In communistic principles, the private stewardship of property is done away with in order to promote fairness to all. Marx says in the Communist Manifesto, “In this sense, the theory of the Communists may be summed up in the single sentence: Abolition of private property.” (Communist Manifesto, Marx and Engels 1848, chapter 2) Once the private property is gone, everything is to be held in common and the government decides what to do with it and how to handle the property. In the Soviet Union, the government removed stewardship of land entirely by collectivizing the farms and telling farmers what to plant and how much to plant. By removing personal responsibility and giving it to the government, the political leaders controlled the lives of their people. On the other hand, the Bible teaches and encourages stewardship of one’s own property. From the very beginning, Adam and Eve were entrusted with stewardship of the Garden of Eden. When Israel became a nation, God gave Moses laws regarding property. In Deuteronomy, many of the laws regarding property reminded the children of Israel to be generous with the property that God had entrusted to them. In the New Testament, in the first few chapters of Acts, people often take verses out of context to support communism. Acts 4:34-35 says, “There was not a needy person among them, for as many as were owners of lands or houses sold them and brought the proceeds of what was sold and laid it at the apostles’ feet, and it was distributed to each as any had need.” This verse does not support communism but rather demonstrates the selflessness of these early Christians who took seriously the Lord’s command to care for their neighbor. In Acts 5:4, the Apostle Peter clarifies that the people were not under compulsion to sell, but they clearly owned their own property. In confronting Ananias for his sin, he says, “While it remained unsold, did it not remain your own? And after it was sold, was it not at your disposal? Why is it that you have contrived this deed in your heart? You have not lied to man but to God.” (italics added) According to Biblical principles, private property is not bad but is an opportunity for stewardship and obedience to God.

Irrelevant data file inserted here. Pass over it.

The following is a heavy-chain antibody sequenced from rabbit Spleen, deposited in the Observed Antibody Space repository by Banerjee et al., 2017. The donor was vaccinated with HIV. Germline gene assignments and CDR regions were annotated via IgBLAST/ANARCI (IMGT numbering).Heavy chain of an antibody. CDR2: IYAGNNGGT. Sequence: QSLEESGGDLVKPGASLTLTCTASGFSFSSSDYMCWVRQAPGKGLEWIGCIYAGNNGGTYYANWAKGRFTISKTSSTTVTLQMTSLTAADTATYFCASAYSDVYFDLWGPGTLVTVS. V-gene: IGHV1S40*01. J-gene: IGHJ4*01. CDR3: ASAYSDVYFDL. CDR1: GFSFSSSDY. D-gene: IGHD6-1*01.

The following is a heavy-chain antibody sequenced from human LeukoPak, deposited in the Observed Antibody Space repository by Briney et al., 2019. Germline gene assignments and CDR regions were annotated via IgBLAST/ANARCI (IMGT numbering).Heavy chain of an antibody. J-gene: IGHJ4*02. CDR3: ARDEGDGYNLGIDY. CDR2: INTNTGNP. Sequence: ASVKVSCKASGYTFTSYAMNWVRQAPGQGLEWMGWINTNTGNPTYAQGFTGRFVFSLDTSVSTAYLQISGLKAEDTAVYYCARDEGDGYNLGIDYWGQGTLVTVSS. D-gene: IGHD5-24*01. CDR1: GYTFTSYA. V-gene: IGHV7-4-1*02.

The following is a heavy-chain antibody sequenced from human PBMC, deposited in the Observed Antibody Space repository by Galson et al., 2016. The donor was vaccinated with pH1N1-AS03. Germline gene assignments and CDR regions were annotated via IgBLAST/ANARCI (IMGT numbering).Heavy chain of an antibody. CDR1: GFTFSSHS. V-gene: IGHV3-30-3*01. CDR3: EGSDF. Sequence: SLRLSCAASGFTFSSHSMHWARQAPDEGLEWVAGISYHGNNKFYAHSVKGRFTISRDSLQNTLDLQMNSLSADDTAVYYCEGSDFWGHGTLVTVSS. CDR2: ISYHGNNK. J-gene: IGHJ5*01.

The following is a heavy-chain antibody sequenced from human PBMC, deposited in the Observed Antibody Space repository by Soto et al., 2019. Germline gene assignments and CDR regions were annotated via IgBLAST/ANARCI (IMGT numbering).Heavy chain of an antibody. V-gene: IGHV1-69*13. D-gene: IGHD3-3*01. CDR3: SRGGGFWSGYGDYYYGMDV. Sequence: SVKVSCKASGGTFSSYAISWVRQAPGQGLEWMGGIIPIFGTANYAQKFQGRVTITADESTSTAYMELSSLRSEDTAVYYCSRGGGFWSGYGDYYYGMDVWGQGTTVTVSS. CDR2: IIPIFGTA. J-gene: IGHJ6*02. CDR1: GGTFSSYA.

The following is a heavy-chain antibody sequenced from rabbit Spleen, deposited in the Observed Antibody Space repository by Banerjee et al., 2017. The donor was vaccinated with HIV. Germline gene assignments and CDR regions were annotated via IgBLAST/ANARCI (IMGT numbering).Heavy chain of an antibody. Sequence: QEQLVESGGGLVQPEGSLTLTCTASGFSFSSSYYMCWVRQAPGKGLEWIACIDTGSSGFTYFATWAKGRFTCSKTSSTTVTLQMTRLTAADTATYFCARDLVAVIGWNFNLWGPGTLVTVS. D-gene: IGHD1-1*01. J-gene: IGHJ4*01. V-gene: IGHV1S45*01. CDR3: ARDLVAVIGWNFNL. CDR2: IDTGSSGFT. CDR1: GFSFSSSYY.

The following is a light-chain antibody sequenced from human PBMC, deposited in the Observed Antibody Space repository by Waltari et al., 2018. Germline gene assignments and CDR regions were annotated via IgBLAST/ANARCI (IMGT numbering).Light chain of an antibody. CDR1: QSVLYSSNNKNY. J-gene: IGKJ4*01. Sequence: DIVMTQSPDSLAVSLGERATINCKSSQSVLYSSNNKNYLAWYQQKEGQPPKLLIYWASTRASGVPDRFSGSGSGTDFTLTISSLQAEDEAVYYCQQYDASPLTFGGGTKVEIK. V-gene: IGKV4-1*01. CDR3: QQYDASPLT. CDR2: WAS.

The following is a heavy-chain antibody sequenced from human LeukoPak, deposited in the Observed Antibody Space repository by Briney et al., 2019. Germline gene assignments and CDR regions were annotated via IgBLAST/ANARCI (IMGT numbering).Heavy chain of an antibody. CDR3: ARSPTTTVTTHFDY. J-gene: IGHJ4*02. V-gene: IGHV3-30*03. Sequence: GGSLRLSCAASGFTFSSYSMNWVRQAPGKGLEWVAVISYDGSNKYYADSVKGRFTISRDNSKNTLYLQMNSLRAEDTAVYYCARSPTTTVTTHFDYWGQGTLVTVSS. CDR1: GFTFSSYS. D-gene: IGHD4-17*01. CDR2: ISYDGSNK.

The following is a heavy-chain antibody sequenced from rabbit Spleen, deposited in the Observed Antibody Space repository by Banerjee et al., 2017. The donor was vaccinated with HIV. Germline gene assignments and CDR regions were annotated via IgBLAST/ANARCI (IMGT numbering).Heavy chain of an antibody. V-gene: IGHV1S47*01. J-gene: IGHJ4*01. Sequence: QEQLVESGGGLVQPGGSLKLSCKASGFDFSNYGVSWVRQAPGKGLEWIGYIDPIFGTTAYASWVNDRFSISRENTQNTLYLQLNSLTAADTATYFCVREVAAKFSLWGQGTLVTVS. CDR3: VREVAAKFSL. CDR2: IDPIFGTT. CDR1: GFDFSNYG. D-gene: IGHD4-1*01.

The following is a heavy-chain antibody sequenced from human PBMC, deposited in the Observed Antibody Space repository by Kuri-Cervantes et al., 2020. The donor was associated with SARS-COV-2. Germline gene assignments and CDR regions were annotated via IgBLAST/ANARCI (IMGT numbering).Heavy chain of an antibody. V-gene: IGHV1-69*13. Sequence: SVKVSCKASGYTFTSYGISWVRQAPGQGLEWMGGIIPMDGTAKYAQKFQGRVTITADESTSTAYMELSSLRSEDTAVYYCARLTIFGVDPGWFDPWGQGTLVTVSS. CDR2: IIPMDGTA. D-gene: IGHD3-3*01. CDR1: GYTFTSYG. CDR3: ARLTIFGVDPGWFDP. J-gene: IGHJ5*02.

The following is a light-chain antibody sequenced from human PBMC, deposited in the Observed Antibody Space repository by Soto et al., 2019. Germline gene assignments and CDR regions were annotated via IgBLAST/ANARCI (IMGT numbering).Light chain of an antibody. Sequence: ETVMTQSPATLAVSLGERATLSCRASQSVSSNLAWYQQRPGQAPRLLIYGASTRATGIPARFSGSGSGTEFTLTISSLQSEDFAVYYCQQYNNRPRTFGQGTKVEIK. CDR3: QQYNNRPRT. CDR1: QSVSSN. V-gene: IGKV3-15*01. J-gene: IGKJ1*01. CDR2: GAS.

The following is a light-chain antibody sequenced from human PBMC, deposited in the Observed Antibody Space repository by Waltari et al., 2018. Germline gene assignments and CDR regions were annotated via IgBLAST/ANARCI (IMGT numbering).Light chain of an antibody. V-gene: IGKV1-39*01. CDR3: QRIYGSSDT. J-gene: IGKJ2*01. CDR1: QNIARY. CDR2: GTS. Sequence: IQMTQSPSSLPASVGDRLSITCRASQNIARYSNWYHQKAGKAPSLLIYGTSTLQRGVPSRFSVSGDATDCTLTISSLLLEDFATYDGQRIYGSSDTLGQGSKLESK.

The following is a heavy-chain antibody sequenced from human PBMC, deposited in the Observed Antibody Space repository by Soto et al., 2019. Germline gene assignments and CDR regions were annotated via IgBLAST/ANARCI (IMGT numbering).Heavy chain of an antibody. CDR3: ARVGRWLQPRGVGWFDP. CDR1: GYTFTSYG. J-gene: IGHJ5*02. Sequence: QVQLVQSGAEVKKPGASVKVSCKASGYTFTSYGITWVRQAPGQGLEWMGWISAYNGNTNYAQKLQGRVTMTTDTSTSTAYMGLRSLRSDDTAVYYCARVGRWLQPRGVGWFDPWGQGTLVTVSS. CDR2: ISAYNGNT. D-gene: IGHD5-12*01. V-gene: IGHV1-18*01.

The differences between communistic and Biblical economic views on fallen human nature, the “unfair” distribution of wealth, and the private stewardship of property are vast. Communism is built on the ideas that: man is unselfish; “unfair” wealth causes social problems; and private property is unnecessary. On the other side of the spectrum, the Bible teaches that: man is, indeed, selfish; wealth is good when used generously; and private property is to be used in obedience to God. The two systems could not disagree more. It is only by misusing Scriptural context that one could find support for communism within the pages of Scripture.

Yes, I do write a lot! But I hope this has given you some food for thought…

L

PS- we also read a great book called “Economics in One Lesson” by Henry Hazlett. I Highly recommend it as a good, basic way to introduce economics and economic fallicy